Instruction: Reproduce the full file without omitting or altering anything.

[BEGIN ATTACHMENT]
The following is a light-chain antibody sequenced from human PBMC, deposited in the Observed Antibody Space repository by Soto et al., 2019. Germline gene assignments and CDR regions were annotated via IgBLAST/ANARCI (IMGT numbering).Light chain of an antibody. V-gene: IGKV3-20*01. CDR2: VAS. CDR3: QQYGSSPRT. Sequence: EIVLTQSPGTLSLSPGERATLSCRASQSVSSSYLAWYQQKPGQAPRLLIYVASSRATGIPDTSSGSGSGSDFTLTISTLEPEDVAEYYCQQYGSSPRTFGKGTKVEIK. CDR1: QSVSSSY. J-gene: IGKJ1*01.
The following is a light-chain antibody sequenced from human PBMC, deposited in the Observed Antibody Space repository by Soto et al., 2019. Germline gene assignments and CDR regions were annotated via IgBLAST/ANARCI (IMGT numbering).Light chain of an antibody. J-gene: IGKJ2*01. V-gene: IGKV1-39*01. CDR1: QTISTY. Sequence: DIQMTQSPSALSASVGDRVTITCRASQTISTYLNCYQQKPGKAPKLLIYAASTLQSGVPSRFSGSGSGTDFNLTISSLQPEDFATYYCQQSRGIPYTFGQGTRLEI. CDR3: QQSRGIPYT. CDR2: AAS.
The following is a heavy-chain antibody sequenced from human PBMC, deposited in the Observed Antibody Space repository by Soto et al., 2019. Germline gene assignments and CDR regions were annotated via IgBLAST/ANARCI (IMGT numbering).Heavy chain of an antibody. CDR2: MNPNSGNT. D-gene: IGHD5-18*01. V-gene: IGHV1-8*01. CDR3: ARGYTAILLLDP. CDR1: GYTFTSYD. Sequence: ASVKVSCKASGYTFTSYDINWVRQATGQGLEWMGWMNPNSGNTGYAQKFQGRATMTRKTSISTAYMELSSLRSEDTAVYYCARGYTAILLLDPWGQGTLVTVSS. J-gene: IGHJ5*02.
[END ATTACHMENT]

The following is a light-chain antibody sequenced from human PBMC, deposited in the Observed Antibody Space repository by Soto et al., 2019. Germline gene assignments and CDR regions were annotated via IgBLAST/ANARCI (IMGT numbering).Light chain of an antibody. V-gene: IGKV3-20*01. CDR2: VAS. CDR3: QQYGSSPRT. Sequence: EIVLTQSPGTLSLSPGERATLSCRASQSVSSSYLAWYQQKPGQAPRLLIYVASSRATGIPDTSSGSGSGSDFTLTISTLEPEDVAEYYCQQYGSSPRTFGKGTKVEIK. CDR1: QSVSSSY. J-gene: IGKJ1*01.
The following is a light-chain antibody sequenced from human PBMC, deposited in the Observed Antibody Space repository by Soto et al., 2019. Germline gene assignments and CDR regions were annotated via IgBLAST/ANARCI (IMGT numbering).Light chain of an antibody. J-gene: IGKJ2*01. V-gene: IGKV1-39*01. CDR1: QTISTY. Sequence: DIQMTQSPSALSASVGDRVTITCRASQTISTYLNCYQQKPGKAPKLLIYAASTLQSGVPSRFSGSGSGTDFNLTISSLQPEDFATYYCQQSRGIPYTFGQGTRLEI. CDR3: QQSRGIPYT. CDR2: AAS.
The following is a heavy-chain antibody sequenced from human PBMC, deposited in the Observed Antibody Space repository by Soto et al., 2019. Germline gene assignments and CDR regions were annotated via IgBLAST/ANARCI (IMGT numbering).Heavy chain of an antibody. CDR2: MNPNSGNT. D-gene: IGHD5-18*01. V-gene: IGHV1-8*01. CDR3: ARGYTAILLLDP. CDR1: GYTFTSYD. Sequence: ASVKVSCKASGYTFTSYDINWVRQATGQGLEWMGWMNPNSGNTGYAQKFQGRATMTRKTSISTAYMELSSLRSEDTAVYYCARGYTAILLLDPWGQGTLVTVSS. J-gene: IGHJ5*02.